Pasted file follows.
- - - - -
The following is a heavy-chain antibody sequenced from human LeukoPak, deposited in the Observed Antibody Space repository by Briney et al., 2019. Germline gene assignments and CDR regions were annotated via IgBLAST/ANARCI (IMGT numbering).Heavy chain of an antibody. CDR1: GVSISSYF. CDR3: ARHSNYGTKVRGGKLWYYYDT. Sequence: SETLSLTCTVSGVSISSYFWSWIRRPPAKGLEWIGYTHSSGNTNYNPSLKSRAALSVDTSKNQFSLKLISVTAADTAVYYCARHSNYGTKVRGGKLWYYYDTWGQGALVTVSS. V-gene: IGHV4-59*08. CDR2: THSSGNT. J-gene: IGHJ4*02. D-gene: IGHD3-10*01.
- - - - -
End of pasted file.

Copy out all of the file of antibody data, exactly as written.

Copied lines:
The following is a heavy-chain antibody sequenced from human LeukoPak, deposited in the Observed Antibody Space repository by Briney et al., 2019. Germline gene assignments and CDR regions were annotated via IgBLAST/ANARCI (IMGT numbering).Heavy chain of an antibody. CDR1: GVSISSYF. CDR3: ARHSNYGTKVRGGKLWYYYDT. Sequence: SETLSLTCTVSGVSISSYFWSWIRRPPAKGLEWIGYTHSSGNTNYNPSLKSRAALSVDTSKNQFSLKLISVTAADTAVYYCARHSNYGTKVRGGKLWYYYDTWGQGALVTVSS. V-gene: IGHV4-59*08. CDR2: THSSGNT. J-gene: IGHJ4*02. D-gene: IGHD3-10*01.